All classes include breakfast and lunch. If you have special dietary needs, please let us know ahead of time. If you have any questions about any of the classes you can use our live chat (see bottom-right of the page), email us at email@example.com or call us at 1-347-480-1610.
If you’ve missed our Core Solr training in October 2015 in New York, here is another chance – we’re running the 2-day Core Solr class again next month – June 13 & 14, 2016.
This course covers Solr 5.x as well as Solr 6.x! You can see the complete course outline under Solr & Elasticsearch Training Overview . The course is very comprehensive — it includes over 20 chapters and lots of hands-on exercises. Be prepared to learn a lot!
$1,200 early bird rate (valid through June 1) and $1,500 afterwards.
There’s also a 50% discount for the purchase of a 2nd seat!
462 7th Avenue, New York, NY 10018 – see map
Last time, when talking about Solr 6 we learned how to use streaming expressions to automatically update data in a collection. You can imagine this is not the only cool thing you can do with streaming expressions. Today, we will see how to re-index data in your collection for fields that are using doc values. For that we will use Solr 6.1, because of a simple bug that was fixed for that version (details SOLR-9015)
Let’s assume we have two collections – one called video, which will be the source of the data. The second collection will be video_new and will be the target collection. We assume that collections will have slightly different structure – slightly different field names. The video collection will have the following fields:
- id – document identifier
- url – URL of the video
- likes – number of likes
- views – number of views
The second collection, video_new, will have the following fields:
- id – document identifier
- url – URL of the video
- num_likes – number of likes
- num_views – number of views
Exporting the data
First thing we need to figure out is a way to export data from the source collection in an efficient fashion. We can’t just set the rows parameter to gazillion, because it is not efficient and can lead to Solr going out of memory. So we will use the /export request handler. The only limitation of that request handler is that data needs to be sorted and needs to use doc values. That is not a problem for our data, however you should be aware of this requirement.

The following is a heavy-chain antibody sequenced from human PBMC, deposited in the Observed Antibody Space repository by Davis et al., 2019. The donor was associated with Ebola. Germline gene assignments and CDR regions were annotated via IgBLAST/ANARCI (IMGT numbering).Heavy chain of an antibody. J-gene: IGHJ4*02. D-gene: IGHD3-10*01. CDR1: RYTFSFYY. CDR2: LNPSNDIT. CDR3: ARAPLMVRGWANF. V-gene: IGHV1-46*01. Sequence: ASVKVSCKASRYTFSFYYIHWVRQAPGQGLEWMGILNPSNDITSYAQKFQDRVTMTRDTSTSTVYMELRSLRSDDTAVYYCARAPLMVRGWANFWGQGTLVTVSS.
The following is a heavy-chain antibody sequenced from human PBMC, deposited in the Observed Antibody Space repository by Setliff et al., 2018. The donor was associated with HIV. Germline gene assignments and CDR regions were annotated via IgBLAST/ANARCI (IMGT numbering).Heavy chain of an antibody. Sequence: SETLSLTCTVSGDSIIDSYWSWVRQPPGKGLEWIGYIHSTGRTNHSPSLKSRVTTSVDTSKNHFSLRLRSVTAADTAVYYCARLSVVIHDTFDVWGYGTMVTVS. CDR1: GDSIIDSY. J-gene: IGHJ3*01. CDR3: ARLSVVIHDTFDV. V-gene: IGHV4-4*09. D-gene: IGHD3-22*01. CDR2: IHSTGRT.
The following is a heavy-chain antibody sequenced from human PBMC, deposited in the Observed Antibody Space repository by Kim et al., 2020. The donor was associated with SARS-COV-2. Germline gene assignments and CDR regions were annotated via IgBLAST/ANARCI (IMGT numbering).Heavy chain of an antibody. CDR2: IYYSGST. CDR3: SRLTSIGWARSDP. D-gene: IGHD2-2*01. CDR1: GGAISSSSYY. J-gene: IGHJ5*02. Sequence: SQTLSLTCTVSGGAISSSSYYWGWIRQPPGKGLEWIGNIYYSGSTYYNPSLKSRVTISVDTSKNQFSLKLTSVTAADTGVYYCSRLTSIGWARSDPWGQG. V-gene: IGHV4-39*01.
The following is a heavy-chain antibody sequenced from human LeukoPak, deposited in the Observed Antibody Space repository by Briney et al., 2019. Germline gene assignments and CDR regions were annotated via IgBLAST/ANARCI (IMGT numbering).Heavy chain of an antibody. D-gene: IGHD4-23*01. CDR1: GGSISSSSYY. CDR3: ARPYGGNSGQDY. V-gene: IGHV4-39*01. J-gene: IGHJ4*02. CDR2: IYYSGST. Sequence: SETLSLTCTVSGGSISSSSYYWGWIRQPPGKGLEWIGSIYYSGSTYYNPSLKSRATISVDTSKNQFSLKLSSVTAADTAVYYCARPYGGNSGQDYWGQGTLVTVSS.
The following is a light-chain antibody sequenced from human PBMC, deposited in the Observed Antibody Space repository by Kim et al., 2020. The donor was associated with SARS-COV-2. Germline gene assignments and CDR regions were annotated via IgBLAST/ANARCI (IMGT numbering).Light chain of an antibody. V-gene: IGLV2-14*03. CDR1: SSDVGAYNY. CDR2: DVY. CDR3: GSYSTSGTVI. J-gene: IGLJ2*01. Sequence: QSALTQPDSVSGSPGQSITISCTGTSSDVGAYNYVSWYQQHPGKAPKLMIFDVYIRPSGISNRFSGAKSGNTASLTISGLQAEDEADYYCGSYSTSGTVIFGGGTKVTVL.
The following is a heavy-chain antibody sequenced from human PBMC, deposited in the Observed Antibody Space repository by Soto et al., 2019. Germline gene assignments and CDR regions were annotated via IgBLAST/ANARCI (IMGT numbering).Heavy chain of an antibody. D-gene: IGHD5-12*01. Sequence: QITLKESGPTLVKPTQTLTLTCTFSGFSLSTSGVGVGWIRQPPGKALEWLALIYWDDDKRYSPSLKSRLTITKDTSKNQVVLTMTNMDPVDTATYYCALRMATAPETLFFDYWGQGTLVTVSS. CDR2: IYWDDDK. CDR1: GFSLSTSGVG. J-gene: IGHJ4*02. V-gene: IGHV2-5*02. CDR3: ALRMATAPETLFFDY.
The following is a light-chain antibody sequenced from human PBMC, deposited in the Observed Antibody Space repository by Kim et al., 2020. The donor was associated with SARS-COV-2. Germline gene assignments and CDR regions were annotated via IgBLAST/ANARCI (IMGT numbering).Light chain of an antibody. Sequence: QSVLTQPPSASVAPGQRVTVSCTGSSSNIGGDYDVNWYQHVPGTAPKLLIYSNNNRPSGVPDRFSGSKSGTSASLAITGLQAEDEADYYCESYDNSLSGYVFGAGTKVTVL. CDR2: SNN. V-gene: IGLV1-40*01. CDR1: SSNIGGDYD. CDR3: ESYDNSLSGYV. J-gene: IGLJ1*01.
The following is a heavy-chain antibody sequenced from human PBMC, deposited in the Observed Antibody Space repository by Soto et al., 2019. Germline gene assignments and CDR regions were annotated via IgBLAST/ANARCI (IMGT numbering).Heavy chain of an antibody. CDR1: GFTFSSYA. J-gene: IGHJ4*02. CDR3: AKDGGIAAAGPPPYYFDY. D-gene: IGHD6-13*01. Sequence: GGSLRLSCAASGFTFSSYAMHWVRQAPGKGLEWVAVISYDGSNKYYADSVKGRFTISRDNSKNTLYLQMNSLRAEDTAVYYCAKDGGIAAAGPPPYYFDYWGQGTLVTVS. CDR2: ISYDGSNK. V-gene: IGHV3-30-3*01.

We will start by exporting the data using the standard Solr way – using the request params with the /export handler. The request looks like this:
curl -XGET 'localhost:8983/solr/video/export?q=*:*&sort=id+desc&fl=id,url,likes,views'
The above will result in Solr using the /export handler and returning all data, not only the first page of the results.
However, we want to use streaming expressions to re-index the data. Because of that we can change the above request to use the search streaming expression, which looks as follows:
search( video, zkHost="localhost:9983", qt="/export", q="*:*", fl="id,url,likes,views", sort="id desc")
The working command with the request looks like this:
curl --data-urlencode 'expr=search(video,zkHost="localhost:9983",qt="/export",q="*:*",fl="id,url,likes,views",sort="id desc")' http://localhost:8983/solr/video/stream
We use the search streaming expression and provide the name of the collection, which is video in our case, the ZooKeeper host (yes, we can read from other clusters), the name of the request handler which is /export in our case and is required. Finally, we provide the match-all query, the list of fields that we are interested in, and the sorting expression. Please remember that when using the /export handler all fields listed in the fl parameter must use doc values.
Changing field names